I’ll cover some real-world stories here – linking the Hungarian student movement through to the use of Loomio in civic movements in Brazil, Ukraine and most recently Taiwan. I’ll also mention the Wellington City Council citizen collaboration, and will touch on Generation Zero, the nationally distributed youth climate change action network in NZ organised through Loomio, who started taking its principles offline into their in-person meetings, calling the process ‘Roomio’ – demonstrating the online-offline interface (and feedback loop) that’s so important for actually getting impactful things done in the real world.
I’d like to end on a call to action – basically laying out the risks of not beating this challenge. If we don’t collectively make this happen, and soon, the space will be filled by something pretty scary – decisions will continue to be made by and for these crumbling institutions with very limited intelligence acting in their own interests and against those of most people. I’d like to emphasise that the solutions need to be public, and held in the commons. If the interface between online intelligence and real-world action is owned and controlled by private interests, corporate or government, we’re in a bad place. So let’s get in action, support the great public internet initiatives that already exist and build lots of new ones.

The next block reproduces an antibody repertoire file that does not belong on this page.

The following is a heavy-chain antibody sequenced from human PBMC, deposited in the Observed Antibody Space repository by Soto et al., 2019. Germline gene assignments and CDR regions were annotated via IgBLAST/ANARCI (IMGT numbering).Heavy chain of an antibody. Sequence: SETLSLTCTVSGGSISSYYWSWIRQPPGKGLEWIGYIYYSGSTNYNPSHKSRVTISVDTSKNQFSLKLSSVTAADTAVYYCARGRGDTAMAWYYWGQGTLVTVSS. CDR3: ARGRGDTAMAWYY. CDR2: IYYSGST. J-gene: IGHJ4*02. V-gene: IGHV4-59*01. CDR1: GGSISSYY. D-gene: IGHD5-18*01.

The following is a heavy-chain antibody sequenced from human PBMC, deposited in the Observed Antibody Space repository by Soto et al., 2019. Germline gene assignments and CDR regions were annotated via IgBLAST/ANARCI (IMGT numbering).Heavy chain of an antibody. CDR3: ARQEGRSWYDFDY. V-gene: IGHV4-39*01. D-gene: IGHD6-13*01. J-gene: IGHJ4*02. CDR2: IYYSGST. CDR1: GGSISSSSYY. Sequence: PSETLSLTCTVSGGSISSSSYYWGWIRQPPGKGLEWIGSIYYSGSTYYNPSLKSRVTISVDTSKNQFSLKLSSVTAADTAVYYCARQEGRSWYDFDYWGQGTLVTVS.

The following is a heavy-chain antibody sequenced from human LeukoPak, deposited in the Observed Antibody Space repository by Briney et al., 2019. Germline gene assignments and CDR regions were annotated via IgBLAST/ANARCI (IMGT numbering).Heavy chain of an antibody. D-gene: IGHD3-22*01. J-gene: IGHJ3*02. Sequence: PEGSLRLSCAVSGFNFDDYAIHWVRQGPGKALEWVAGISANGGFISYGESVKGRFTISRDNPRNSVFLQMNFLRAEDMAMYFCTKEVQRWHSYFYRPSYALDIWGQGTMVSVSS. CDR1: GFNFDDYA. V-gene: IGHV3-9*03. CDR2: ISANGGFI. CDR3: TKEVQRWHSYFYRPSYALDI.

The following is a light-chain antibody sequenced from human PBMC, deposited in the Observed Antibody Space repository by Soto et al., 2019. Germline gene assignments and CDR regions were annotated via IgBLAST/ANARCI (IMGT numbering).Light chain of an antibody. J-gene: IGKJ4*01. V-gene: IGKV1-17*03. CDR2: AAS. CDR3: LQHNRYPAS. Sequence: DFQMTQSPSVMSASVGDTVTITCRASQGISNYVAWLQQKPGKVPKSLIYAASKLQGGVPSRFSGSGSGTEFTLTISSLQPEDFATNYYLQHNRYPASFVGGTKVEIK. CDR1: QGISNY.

Some of the amazing PDF talks and works by the presenters you don’t want to miss:
- Anne-Marie Slaughter – Five ideas for a new America
- Edward Snowden in conversation with John Perry Barlow: Surveillance and it’s discontents.
- Clay Shirky – The changing speed of change
- Zeynep Tufekci – Movements in a connected age: better at changing minds, worse at changing power.
- Sue Gardner – Building the public internet
- Ben Knight – The internet’s missing link: tools for turning talk into action.
- Micah Sifry’s new book – The Big Disconnect